Physicians and other health care providers are incredibly busy. The administrative burdens have never been greater, they must learn to “keep up” in their respective area of practice, and caring for patients is a complex set of skills that takes time to achieve proficiency. Recently, there has been a flurry of conversation in medical education about lifelong learning, including this piece on the interplay of social media and lifelong learning. Most would agree that lifelong learning (whether self-directed or otherwise) is an important skill. In fact, we teach this early on in medical school, and continue to stress the importance of lifelong learning during residency training and again in practice.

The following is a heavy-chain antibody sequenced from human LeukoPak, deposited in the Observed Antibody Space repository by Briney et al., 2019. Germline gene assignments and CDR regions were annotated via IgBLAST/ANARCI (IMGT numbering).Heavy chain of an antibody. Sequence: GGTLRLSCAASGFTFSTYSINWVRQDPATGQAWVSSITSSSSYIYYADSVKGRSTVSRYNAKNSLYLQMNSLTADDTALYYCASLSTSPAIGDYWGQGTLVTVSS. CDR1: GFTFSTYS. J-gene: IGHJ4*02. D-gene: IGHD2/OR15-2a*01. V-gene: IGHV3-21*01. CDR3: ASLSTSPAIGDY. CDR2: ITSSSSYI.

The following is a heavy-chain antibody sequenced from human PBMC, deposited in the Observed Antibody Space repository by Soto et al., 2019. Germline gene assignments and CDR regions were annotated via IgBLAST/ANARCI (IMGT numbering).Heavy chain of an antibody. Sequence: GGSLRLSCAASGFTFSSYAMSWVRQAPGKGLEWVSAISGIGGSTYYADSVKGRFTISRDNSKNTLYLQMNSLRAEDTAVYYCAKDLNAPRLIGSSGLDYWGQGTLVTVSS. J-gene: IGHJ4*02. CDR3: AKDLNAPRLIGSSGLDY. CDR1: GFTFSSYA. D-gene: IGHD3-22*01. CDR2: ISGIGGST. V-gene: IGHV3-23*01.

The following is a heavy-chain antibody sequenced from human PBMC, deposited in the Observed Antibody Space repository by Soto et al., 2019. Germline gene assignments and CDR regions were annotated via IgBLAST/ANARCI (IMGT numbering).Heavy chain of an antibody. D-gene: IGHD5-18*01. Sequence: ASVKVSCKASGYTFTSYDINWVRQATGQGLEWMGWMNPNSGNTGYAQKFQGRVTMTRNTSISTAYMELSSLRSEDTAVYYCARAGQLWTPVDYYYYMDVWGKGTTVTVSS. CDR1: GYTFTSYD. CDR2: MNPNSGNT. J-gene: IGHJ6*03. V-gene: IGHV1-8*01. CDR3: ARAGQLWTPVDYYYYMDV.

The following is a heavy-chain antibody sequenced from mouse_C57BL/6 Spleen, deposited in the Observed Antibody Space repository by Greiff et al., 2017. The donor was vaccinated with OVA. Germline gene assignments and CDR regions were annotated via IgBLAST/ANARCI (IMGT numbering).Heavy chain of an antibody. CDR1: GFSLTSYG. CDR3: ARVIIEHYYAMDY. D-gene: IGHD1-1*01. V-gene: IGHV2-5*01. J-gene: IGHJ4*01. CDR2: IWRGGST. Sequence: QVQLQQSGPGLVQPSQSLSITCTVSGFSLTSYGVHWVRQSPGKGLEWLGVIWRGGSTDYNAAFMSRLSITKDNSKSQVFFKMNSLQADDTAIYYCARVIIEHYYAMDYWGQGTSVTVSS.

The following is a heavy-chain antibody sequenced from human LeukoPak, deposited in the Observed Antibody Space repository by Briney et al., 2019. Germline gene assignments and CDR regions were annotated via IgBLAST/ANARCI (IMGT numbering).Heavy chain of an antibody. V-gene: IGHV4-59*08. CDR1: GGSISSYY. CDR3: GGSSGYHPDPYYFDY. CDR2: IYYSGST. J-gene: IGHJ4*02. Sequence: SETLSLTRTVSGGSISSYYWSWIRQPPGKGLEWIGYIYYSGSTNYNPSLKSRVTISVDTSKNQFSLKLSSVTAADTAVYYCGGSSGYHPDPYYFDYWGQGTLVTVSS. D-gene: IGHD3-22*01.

This post by Dr. John Mandrola on the NEJM Knowledge+ blog really hits home with respect to lifelong learning for practicing clinicians. I really appreciate the last point about finding one’s own strategy for lifelong learning. I struggle with optimal formats for “teaching” people to have a strategy. Some excel at this skill, and others really need to work at it. I think that maybe modeling it to trainees could have an effect (“Someday, I want to be like Dr. X; she is always striving to learn, even after 20 years in practice”).
I do believe that given the rate of change in medicine, it is paramount that physicians consider the important of lifelong learning. After all, our patients will ultimately benefit from our efforts to be lifelong learners and to stay current in our practice of medicine.